Tips for the Classroom
What is it?
Tourette Syndrome (TS) is a “neurological
disorder characterized by tics.” (Nielsen, p.
A tic is an “involuntary, sudden, rapid,
recurrent, nonrhythmic, stereotyped motor
movement or vocalization. It is experienced
as irresistible, but can be suppressed for
varying lengths of time.” (Nielsen, p. 175)
Types of Tics
Motor tics can include eye blinking, nose twitching, lip
smacking, leg jerking or flapping, hitting self or
others, clapping, pinching, kissing, squatting, or any
other combinations of movements done repeatedly.
Vocal tics can include grunts, sniffs, snorts, screams,
stammers, laughs, guttural sounds, clicking, or even
fully formed understandable words. (Nielsen, p. 178)
Other vocal characteristics may include repeating the
speech of others, repeating self, or involuntary speech
of obscenities or socially taboo phrases. (Nielsen, p.
Contrary to the popular portrayal of TS, less than 1/3 of
clinic patients involuntarily shouts obscenities.
(Robertson, p. 427)
The first case was documented in 1825.
(Robertson, p. 426)
Gilles de la Tourette was a French
neurologist who first described it in
1885 with its current definition revolving
around muscle tics. (Robertson, p. 426)
It is estimated that 100,000 Americans have
been diagnosed with Tourette Syndrome, and
three times as many males as females are
affected. (Neilsen, p. 176)
In Special Education classrooms, as many as
12% of students have been diagnosed with
Tourette Syndrome, and up to 28% have
been characterized as having some sort of
tics. (Robertson, p. 426)
Connection with Other
Individuals with TS usually also have
other disabilities or symptoms of other
disabilities. (Nielsen, p. 178)
These most commonly include obsessive
compulsive behaviors, Attention
Deficit/Hyperactive Disorder (ADHD),
anxiety, and depression (Robertson, p.
In order to be diagnosed with Tourette
Syndrome, an individual must meet these 5
requirements. (Nielsen, p. 177)
Both motor and vocal tics have been present at
some time (not necessarily concurrently)
Tics occur multiple times per day throughout a
period of one year.
The disturbance causes marked distress in social,
or occupational functioning.
The onset is before age 18.
The disturbance is not due to direct bodily effects
of the use of a substance or a general medical
Thus far, treatment is purely symptomatic, and there
is no known cure for TS.
Tics are believed to be caused by problems with
neurotransmitters in the brain, so dopamine receptor
blockers are sometimes used to try and alleviate
These blockers can cause severe side effects, and
there is some research to see if tics can be treated
using magnesium and vitamin B6 supplements, which
are safer than stronger drugs.
Trials among children have been rare, due to
necessary legal protection for minors. More trials,
especially among children, are needed to verify the
usefulness of this addition. (Garcia-Lopez et. al, p. 2-9)
First and foremost, what must be understood
is that tics displayed by students are not
voluntary or an attempt to take control from
Keeping this in mind, tics must be
approached differently from other classroom
disruptions. This is mainly because
encouraging a child to suppress his or her
tics will often only have the opposite effect.
Classroom Strategies, cont.
It is important that other students in the class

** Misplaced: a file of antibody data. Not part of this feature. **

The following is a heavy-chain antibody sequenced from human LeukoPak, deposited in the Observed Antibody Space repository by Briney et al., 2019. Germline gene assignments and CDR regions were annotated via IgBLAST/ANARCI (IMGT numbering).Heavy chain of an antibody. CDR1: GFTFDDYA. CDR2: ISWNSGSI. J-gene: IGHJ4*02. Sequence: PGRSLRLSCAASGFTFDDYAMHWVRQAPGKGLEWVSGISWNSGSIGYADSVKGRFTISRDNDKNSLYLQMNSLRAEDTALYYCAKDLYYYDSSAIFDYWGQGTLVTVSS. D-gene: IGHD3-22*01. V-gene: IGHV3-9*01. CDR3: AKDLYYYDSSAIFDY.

understand TS and know why the student
makes the noises he/she does. The tics will
be less disruptive when they’re better
understood, and more easily ignored by the
rest of the class.
The best way to approach these tics as a
teacher, unless they become especially
disruptive, is to ignore them completely.
Continually singling the child out will result in
lowered self-image and harm the student’s
learning environment. (“Ask TSA”)
Tic Management Strategies
Tics are often brought on by stressful
environments, and can be alleviated by
allowing the student to take frequent breaks.
Sending the child on an errand to the school
office or library, or even just allowing trips to
get a drink of water or use the restroom can
be enough to help the child relax.
In assigning homework, particularly long-term
assignments, the teacher should make sure
the student is keenly aware of expectations
and exactly when the assignment is due.
(Nielsen, p. 179)
Tic Management Strategies,
Timed tests can also present a problem for
students with TS, so it is always better to
allow the student to work at his or her own
pace. Setting aside a separate time for the
student to take the test might work well to
help the student be successful.
Transition times between activities and
classes can also be stressful, and allowing a
student with TS to leave class a couple
minutes early in order to reduce stress could
also be a successful tactic. (Nielsen, p. 179)
Students with TS
Tourette Syndrome is not a degenerative
disease, and brain function is not affected. A
student with TS may achieve just as highly as
a student without TS.
This allows the teacher to have the same high
expectations for that student as all the other
students in the classroom. These high
expectations will help the child achieve highly.
Garcia-Lopez, R., Perea-Milla, E., Garcia, C. R., Rivas-Ruiz, F.,
Romero-Gonzales, J., Moreno, J., Faus, V., Aguas, G. C.,
Diaz, J. C. R. (2009). New therapeutic approach to
Tourette Syndrome in children based on a randomized
placebo-controlled double-blind phase IV study of the
effectiveness and safety of magnesium and vitamin B6.
Trials, 10(16). doi:10.1186/1745-6215-10-16
Nielsen, L. B. (2009). Brief Reference of Student Disabilities…
With Strategies for the Classroom. Thousand
Oaks, California: Corwin Press.
Robertson, M. M. (2000). Tourette Syndrome, Associated
Conditions and the Complexities of Treatment. Brain,
123(3), 425-462. doi: 10.1093/brain/123.3.425
(2013) Ask TSA. Retrieved from http://www.tsa-